In-depth interview with Dillon Phillips – on the chance of long-overdue Wembley glory for Charlton Athletic and why he feels there is plenty of room for his own game to improve

BY RICHARD CAWLEY

richard@slpmedia.co.uk

Dillon Phillips was not even three years old when Charlton Athletic last reached Wembley.

He was way too young to have been watching one of the most dramatic play-off finals ever.

Back in 1998, an Addicks keeper was one of the heroes. Manager Alan Curbishley could not bear to watch Michael Gray’s penalty. Sasa Ilic saved and the Serbian was piled on to by his ecstatic team-mates.

Tonight, Charlton have got a glorious chance to reach the new Wembley. Then they would need just one more win – under super-pressurised circumstances – to be back in the Championship.

Phillips has seen the highs and lows in SE7. He signed for the club at the age of eight.

He was still in the youth ranks when Charlton last won promotion at this level in 2012.

The prize is huge. Wembley awaits for either the Addicks or Doncaster Rovers.

“It would be massive to get there but that’s not really what we started out to achieve in the long term,” said Phillips. “We started out to achieve promotion. If we did get there [to Wembley] and didn’t go up then all it would be is an experience – not an achievement.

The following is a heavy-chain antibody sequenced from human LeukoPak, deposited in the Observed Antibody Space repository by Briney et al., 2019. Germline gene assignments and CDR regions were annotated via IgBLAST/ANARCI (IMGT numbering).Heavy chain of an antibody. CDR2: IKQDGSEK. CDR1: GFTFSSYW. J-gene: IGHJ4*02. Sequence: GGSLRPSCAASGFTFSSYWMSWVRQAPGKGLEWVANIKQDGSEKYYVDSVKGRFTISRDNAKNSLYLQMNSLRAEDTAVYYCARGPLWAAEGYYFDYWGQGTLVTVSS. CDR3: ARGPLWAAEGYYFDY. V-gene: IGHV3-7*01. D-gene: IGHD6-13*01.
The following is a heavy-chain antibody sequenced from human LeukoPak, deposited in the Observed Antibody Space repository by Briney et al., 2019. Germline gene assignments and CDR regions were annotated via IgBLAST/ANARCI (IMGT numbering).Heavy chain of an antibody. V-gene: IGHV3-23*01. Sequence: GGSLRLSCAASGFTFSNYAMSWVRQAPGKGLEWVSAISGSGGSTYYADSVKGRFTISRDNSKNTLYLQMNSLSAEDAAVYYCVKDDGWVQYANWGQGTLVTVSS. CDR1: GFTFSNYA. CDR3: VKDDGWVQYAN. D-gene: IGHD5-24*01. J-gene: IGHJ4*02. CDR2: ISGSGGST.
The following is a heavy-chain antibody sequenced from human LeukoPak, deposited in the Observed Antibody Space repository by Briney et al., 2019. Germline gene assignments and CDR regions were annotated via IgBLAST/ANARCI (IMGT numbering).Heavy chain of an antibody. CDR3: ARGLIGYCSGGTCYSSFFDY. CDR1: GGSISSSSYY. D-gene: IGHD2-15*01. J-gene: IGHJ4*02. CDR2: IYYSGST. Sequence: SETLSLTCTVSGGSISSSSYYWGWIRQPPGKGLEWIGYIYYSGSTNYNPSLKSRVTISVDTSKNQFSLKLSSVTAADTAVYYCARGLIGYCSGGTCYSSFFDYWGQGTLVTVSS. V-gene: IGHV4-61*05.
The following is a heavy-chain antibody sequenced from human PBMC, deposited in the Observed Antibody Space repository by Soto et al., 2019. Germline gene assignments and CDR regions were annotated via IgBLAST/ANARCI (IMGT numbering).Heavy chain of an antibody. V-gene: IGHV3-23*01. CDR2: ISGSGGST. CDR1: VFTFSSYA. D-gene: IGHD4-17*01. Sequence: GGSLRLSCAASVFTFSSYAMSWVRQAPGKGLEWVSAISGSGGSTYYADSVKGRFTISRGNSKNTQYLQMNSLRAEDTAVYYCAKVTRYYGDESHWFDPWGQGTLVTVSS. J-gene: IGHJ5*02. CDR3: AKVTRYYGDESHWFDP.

Charlton Athletic goalkeeper Dillon Phillips applauds fans after the final whistle

“I suppose just looking short-term we need to make sure we’re there first. When you are there we need to do what we’ve done all season. If we do that then we’re more than capable of beating anyone we’d get in the final.

“It would be unreal for us. I know how much it would mean to the fans and we have got a tight group – everyone is fighting for each other.

“I wasn’t really involved in the League One season [2012], I saw it from a distance because I was a youth-team player. But I could still see how good the group was, you could tell.

“You just had to look at the management we had at the time and players like Jacko [Johnnie Jackson] and Chris Solly. You could tell it was something special. The group we have got at the moment is really good. Everyone gets on. It might not seem like a lot, but that is massive in football.

“I know it was at National League level, but when I won promotion at Cheltenham the group there was unbelievable. There was no animosity, no tension. It helps if you want to perform week in and week out.”

Phillips had 19 friends and family at Sunday’s first leg. Harry Lennon and Ollie Muldoon – two of his best mates who he came through the academy system with – were in the away end.

“We don’t get many comps at all – most of them had to pay for a ticket,” said the Hornchurch-based shotstopper. “Thirteen of them drove up Sunday morning. My mum, dad, grandad and my little brother stayed up the night before and made a little bit of a weekend of it.

“The home game will be the same. The main thing is to get them sitting together. 

“It’s really exciting. 

“The Valley is going to be full and the last time I can remember it like that was when the team played on the final day against Hartlepool [May 5 2-12]. Yann [Kermorgant] scored a volley from a ridiculous angle.”